Jeffrey Wilson ’68

3 December 2010

Class: 1968

Major: Government

Residence: Lake Tapawingo, MO

Deceased: November 26, 2010

Logan Jeffrey Wilson, 64, died near Trinidad, Colorado, Friday, November 26, 2010. He suffered a fatal heart attack while hunting elk with his friends. He was born in Independence, Missouri, on July 19, 1946, to Dorace J. (Fike) and Logan L. Wilson. After graduating from Blue Springs High School, he received a degree from Carleton College. At Carleton he met his wife, Catherine Ann Simons, whom he married on August 17, 1968, in Fond du Lac, Wisconsin. He earned a law degree from the University of Missouri, Kansas City, and then joined the firm of Shook Hardy & Bacon before becoming in-house counsel and eventually Vice President of Fike Corporation. Over the course of 3 years, he helped lead Fike’s transformations into a global leader in fire and explosion suppression devices, with over 700 employees on four continents. He was steady in his dedication to his job and co-workers, whether he was finalizing the acquisition of a new subsidiary, or wrangling over a traffic ticket on behalf of a co- worker. A loving son and brother, he lived most of his life near his parents, his three siblings, and their families, with whom he spent many weekends. His wife and three children were the center of his life, and he liked nothing better than to relax on the couch with his family, dogs, and books. He loved storytelling, and was a gripping (if unreliable) raconteur. His many enthusiasms included mystery novels, military histories, film noir, wine, football, impractical cars, peculiar antiques, spicy food, Hawaiian shirts, the French horn, and cooking ranch-house food for his Colorado friends. Above all, he valued freedom, and defended the right of everyone else to freely pursue his or her own ends. He is survived by his wife, Catherine Wilson, of Blue Springs, MO; his daughter, Rachel Wilson, and Rachel’s husband, Andreas Liu, of Brookline, MA; his son, Nicholas Wilson, of Williamstown, MA; his son, Jacob Wilson, of Kansas City, MO; his mother, Dorace Wilson, of Independence, MO; his brother, Patrick Wilson, and Pat’s wife, Barbara, of Kansas City, MO; his sister, Jane Wilson, and Jane’s husband, Rod Baker of Kansas City, MO; his brother, Andrew Wilson, and Andy’s wife, Ingrid Keizer Wilson, of Blue Springs, MO; his brother-in-law, William Simons, of St. Petersburg, Russia; and ten nieces and nephews. His father, Logan L. Wilson, preceded him in death. A memorial service will be held on Thursday, December 2, at 3 pm, at the First Presbyterian Church, 100 N. Pleasant St., Independence MO.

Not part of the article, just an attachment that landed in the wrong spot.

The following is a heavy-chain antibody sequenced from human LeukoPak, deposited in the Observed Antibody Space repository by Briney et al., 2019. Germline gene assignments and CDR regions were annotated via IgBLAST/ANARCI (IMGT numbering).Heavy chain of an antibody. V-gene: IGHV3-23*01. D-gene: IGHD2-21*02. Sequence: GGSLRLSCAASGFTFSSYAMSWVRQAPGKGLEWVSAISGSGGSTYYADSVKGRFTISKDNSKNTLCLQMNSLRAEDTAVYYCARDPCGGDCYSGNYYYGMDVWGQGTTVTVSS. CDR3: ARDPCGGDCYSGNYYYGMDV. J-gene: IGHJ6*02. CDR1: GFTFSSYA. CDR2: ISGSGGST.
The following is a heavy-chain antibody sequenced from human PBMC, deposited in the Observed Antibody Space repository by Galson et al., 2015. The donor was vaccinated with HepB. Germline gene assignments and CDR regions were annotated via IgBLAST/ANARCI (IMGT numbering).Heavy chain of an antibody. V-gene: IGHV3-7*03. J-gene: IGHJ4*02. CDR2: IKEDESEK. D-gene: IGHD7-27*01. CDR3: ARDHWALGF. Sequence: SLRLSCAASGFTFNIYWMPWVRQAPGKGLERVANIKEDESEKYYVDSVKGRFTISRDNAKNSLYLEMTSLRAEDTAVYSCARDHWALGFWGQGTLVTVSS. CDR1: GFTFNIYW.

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“Gar”, as he was known to me, was my best friend at Carleton. He was smart, fun-loving, mischievous, and totally klutzy. I remember once he came back to our room in the middle of the night, carrying a large, bronze plaque. Inscribed on it were words something like this: “In 1882 Jessie James robbed this bank. . .” Gar never said how or from whom he got the plaque, but I did convince him that the bank might be looking for it. He took it back to the bank. Gar lost half of the middle finger on his left hand in a childhood accident. All that remained was a short stump. That’s why the nickname he brought to Carleton was “Stumpy.” When really mad at someone, he never made an obscene gesture toward them–only half of one! Gar was in my wedding in 1967. He was at his best when he bumped into the wedding cake, creating a bride’s mother’s nightmare. He was uninjured, even if the cake was. We often talked politics. Gar had been a U.S. Senate page for Senator Stuart Symington of Missouri. He never lacked for an opinion on political matters. Gar was my friend. I remember him with fondness and miss him. Rick Nuffer ’68

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  • 2017-12-20 20:38:32
    Rick Nuffer

    "Gar", as he was known to me, was my best friend at Carleton. He was smart, fun-loving, mischievous, and totally klutzy. I remember once he came back to our room in the middle of the night, carrying a large, bronze plaque. Inscribed on it were words something like this: "In 1882 Jessie James robbed this bank. . ." Gar never said how or from whom he got the plaque, but I did convince him that the bank might be looking for it. He took it back to the bank. Gar lost half of the middle finger on his left hand in a childhood accident. All that remained was a short stump. That's why the nickname he brought to Carleton was "Stumpy." When really mad at someone, he never made an obscene gesture toward them--only half of one! Gar was in my wedding in 1967. He was at his best when he bumped into the wedding cake, creating a bride's mother's nightmare. He was uninjured, even if the cake was. We often talked politics. Gar had been a U.S. Senate page for Senator Stuart Symington of Missouri. He never lacked for an opinion on political matters. Gar was my friend. I remember him with fondness and miss him. Rick Nuffer

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